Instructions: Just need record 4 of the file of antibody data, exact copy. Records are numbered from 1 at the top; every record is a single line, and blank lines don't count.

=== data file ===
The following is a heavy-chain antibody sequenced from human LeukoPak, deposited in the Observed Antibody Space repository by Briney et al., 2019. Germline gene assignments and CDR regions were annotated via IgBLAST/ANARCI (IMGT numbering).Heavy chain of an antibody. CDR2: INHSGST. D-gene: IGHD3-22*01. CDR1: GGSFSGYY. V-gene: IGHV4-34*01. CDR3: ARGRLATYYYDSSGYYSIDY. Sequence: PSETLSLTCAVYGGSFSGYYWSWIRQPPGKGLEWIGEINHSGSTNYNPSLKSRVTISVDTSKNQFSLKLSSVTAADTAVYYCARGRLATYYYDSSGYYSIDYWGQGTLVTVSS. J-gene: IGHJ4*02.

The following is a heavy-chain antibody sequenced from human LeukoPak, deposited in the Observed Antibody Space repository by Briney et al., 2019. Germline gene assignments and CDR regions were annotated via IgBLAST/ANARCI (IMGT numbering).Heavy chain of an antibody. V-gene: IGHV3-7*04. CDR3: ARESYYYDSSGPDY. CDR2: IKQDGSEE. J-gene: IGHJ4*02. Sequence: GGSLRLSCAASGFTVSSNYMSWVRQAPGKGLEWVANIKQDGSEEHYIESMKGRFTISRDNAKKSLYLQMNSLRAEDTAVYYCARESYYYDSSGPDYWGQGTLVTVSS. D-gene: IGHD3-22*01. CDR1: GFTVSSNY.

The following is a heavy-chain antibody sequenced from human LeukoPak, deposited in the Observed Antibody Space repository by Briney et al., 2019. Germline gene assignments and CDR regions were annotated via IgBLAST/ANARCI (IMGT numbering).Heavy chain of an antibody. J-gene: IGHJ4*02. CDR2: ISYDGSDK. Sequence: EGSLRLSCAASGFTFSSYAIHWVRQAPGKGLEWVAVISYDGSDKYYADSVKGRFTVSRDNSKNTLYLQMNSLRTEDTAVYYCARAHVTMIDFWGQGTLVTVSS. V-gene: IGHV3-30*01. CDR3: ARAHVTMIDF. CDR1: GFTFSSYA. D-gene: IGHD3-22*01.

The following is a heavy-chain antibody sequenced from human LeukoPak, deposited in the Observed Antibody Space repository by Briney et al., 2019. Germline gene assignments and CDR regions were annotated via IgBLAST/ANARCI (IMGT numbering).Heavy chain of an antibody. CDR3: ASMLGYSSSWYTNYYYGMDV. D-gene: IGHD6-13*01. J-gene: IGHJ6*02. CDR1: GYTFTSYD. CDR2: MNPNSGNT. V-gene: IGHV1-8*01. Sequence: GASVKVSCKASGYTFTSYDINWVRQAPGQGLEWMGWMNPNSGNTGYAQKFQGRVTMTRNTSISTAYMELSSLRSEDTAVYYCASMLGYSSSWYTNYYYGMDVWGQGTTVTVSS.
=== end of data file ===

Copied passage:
The following is a heavy-chain antibody sequenced from human LeukoPak, deposited in the Observed Antibody Space repository by Briney et al., 2019. Germline gene assignments and CDR regions were annotated via IgBLAST/ANARCI (IMGT numbering).Heavy chain of an antibody. CDR3: ASMLGYSSSWYTNYYYGMDV. D-gene: IGHD6-13*01. J-gene: IGHJ6*02. CDR1: GYTFTSYD. CDR2: MNPNSGNT. V-gene: IGHV1-8*01. Sequence: GASVKVSCKASGYTFTSYDINWVRQAPGQGLEWMGWMNPNSGNTGYAQKFQGRVTMTRNTSISTAYMELSSLRSEDTAVYYCASMLGYSSSWYTNYYYGMDVWGQGTTVTVSS.